The top stories this Tuesday night
A potentially considerable number of women diagnosed with cervical cancer have not had their tests audited, according to Health Minister Simon Harris.
He has told the Dáil that the numbers revealed so far this week may not be the full picture.
It means there could be more women who should have had their initial smear tests acted on.
The Taoiseach Leo Varadkar has said he thought it was a parody Twitter account that called him a 'typical Indian'.
Former Ulster Unionist MP John Taylor, also known as Lord Kilcooney, has denied he was being racist when he made the remarks - refusing to delete the tweet.
Mr Taylor made the comment in a tweet responding to a new story about Mr Varadkar’s recent visit to the North.
The British Supreme Court has started hearing an appeal in Belfast involving a refusal by a Christian-owned bakery to create a cake for a gay rights group.
A lower court previously ruled the decision not to bake one iced with the slogan 'Support Gay Marriage' in 2014 was discriminatory.
Ashers Bakery refused to bake the cake with a pro-gay marriage slogan on it in 2014 and was fined stg£500 (€700).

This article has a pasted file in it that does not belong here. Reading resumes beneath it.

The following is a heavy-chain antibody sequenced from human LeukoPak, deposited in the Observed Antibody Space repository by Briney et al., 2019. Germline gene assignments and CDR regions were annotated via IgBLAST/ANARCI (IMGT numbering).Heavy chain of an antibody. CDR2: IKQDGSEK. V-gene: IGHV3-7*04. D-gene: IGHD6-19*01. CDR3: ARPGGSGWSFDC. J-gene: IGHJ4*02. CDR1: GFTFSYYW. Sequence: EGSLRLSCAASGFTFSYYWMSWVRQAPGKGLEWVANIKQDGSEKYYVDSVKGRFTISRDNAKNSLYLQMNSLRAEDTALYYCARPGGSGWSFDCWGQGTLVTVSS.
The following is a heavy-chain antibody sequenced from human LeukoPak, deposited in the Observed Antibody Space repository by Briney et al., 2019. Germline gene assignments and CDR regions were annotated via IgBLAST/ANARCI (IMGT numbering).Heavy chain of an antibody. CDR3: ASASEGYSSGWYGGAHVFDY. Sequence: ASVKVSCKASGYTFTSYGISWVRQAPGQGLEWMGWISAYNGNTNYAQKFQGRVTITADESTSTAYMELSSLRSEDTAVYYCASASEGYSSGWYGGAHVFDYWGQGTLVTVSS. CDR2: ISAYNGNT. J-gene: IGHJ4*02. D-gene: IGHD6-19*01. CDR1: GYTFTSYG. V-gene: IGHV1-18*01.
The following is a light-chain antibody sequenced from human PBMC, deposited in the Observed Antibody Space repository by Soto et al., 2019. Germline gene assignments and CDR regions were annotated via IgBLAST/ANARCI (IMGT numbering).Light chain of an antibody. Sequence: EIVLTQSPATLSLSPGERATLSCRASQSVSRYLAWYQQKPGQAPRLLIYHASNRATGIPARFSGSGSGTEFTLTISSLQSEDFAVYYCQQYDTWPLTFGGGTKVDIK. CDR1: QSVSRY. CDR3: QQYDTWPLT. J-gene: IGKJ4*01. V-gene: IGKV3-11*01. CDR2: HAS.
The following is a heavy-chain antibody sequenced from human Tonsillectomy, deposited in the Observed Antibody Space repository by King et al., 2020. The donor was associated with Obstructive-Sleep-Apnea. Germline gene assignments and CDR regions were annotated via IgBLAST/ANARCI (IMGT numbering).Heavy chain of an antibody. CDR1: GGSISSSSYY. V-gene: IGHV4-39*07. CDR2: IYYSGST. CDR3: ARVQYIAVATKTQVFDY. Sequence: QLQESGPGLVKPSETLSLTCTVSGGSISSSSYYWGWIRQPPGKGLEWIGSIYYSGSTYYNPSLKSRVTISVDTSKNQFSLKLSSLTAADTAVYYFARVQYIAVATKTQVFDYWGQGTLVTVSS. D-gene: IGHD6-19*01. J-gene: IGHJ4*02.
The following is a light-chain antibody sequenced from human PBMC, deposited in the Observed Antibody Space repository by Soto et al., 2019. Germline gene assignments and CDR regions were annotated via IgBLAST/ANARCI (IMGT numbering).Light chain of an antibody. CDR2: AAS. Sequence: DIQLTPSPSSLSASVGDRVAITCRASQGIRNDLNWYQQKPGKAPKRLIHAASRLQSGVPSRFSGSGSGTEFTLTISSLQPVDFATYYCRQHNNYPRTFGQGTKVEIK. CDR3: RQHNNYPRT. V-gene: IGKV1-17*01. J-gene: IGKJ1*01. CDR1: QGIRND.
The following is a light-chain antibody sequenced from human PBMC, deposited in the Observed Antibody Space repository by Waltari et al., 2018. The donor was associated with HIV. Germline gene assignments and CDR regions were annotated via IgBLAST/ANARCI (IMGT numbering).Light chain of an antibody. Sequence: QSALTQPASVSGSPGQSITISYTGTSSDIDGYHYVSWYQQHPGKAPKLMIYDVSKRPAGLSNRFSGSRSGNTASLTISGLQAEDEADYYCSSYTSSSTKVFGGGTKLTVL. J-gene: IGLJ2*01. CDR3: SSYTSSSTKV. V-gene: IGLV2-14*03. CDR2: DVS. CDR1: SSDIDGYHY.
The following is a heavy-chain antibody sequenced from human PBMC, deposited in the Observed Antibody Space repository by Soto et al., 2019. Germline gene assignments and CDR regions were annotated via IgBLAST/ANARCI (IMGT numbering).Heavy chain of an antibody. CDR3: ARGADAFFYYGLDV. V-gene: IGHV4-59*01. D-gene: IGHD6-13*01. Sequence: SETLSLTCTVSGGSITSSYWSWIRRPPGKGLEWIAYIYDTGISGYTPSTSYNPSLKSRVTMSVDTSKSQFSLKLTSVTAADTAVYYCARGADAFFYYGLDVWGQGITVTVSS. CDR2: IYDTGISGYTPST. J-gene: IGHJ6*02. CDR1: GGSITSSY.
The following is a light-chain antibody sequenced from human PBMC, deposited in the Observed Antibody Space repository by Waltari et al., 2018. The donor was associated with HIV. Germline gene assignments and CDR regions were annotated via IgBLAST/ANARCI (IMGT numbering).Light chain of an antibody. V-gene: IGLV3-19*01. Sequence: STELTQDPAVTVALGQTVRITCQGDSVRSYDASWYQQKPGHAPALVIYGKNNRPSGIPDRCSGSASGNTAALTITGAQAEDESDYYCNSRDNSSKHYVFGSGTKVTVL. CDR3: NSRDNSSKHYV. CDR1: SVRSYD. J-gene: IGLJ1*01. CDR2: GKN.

Social media site Facebook has announced it is launching a dating service for users.
Chief executive Mark Zuckerberg told a crowd gathered at the F8 conference in San Jose, California the option will be an opt-in for people on the site.
"We are announcing a new set of features coming soon around dating", he told the crowd to applause.
It is that time of year again - Eurovision 2018 is almost upon us.
Ryan O'Shaughnessy will take to the stage in the first semi-final for Ireland on May 8th with a ballad called 'Together'.
While Swedish pop group ABBA are arguably the most famous act to come from the pan-European competition, a Canadian superstar also made her name at the event.